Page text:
I wasn’t sure what I should do with the money, because the kids’ Christmas presents and stocking stuffers were already purchased and safely tucked away, and there was nothing we were lacking in the way of Christmas dinner or treats. So I held onto the money, hidden in the pocket of my old navy-blue, fairly shabby, threadbare-at-one-elbow robe, away from the prying eyes of my two little money grubbers, and kind of forgot about it.

But finally, mid-February, I decided as a birthday present to myself, I would use the money to buy the coveted throw. I already have plenty of blankets on my bed, so I decided to put it over the living room chair to mask some of the…mauveness. (Is that even a word? It is now!) And I was surprised how much I liked the effect, how much it brightened up the corner of the living room to have an ecru-colored throw instead of a blue one.

Then, I decided to hang my Rosey butterfly art over the chair. I paid $5 for it at a thrift store. Five dollars! It’s signed and numbered, too, with a certificate of authenticity on the back. I had never heard of Rosey, so I googled him to find out more, and to try to figure out how much it was worth. I couldn’t really establish a price, but I know it’s worth more than $5, and besides that, it makes me happy. The art itself is made out of a thick, cream colored paper with an embossed pattern, with burgundy and brown butterflies. It has a nice, linen-like matte even. Score!

And see that metal art of the tree on the other wall? My friend and fellow Rocket, Lori, she gave it to me after I admired it at her store. I had originally intended to turn it into a family tree, with photos of my ancestors. But then I decided it’s the perfect place to hang greeting cards or invitations or postcards with cool artwork, things I want to display, but will switch around frequently. Right now it’s sporting the Valentine’s Day cards I gave my boys and an invitation to my stepdaughter’s wedding.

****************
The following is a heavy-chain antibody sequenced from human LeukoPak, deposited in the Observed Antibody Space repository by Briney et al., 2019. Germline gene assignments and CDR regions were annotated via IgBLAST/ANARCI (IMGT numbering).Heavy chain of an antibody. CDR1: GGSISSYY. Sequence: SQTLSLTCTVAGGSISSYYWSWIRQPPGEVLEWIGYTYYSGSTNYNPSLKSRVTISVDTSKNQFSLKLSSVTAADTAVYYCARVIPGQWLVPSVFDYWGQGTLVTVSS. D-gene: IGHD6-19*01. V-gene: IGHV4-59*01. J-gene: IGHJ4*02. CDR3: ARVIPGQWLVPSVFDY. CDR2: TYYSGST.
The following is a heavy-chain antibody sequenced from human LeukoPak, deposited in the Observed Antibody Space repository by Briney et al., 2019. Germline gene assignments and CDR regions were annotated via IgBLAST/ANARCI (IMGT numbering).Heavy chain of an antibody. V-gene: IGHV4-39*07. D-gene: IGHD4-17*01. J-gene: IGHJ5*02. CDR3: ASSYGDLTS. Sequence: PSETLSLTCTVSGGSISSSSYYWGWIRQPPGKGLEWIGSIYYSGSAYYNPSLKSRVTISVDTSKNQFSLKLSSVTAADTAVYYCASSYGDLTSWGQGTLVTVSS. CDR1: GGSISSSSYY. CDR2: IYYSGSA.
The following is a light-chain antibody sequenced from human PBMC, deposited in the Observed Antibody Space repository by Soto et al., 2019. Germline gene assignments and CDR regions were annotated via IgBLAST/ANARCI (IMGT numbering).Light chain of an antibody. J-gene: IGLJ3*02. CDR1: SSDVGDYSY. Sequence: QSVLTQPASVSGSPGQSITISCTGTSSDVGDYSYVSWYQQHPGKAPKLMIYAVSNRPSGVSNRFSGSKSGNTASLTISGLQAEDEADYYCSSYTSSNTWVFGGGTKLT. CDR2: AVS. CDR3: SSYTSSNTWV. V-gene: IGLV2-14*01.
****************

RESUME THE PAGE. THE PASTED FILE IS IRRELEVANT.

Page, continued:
When I come in the front door, this little corner arrangement is the first thing I see, and it makes me happy. It almost makes me forget the rest of the living room is covered in Legos, with backpacks and jackets hastily dumped on the other chairs…

A bowl of popcorn, a Purple Stuff, a few magazines to dream over, featuring homes from my beloved Columbia and Dutchess Counties, in upstate New York, that’s all it really takes for me to be happy. That and sitting in my chair with a view of the front door, sitting there on my day off, and watching as my boys come home from school…



Robert “Rosey” Rosenthal:

Architectural Digest articles featuring homes in upstate New York:

Red Hook:


Dwell article featuring home in upstate New York:


The Winter Bedroom

By Valerie Belden Wilder
Written July 17, 2015
Published July 20, 2015

It’s 5:35 am. I woke up a bit later than normal this morning, because I slept upstairs. Sometimes it’s a bit chilly on the screened-in porch, so I moved upstairs to sleep, to the winter bedroom. I wish you could see this room! It has two west-facing windows, so I still get the same view and morning chattering of birds, just in smaller form than that of the screened-in porch. And speaking of birds, there’s a bird’s-eye view from up here, since I’m on the second floor. Right outside those windows is the roof of the screened-in porch, all black-shingled and tempting…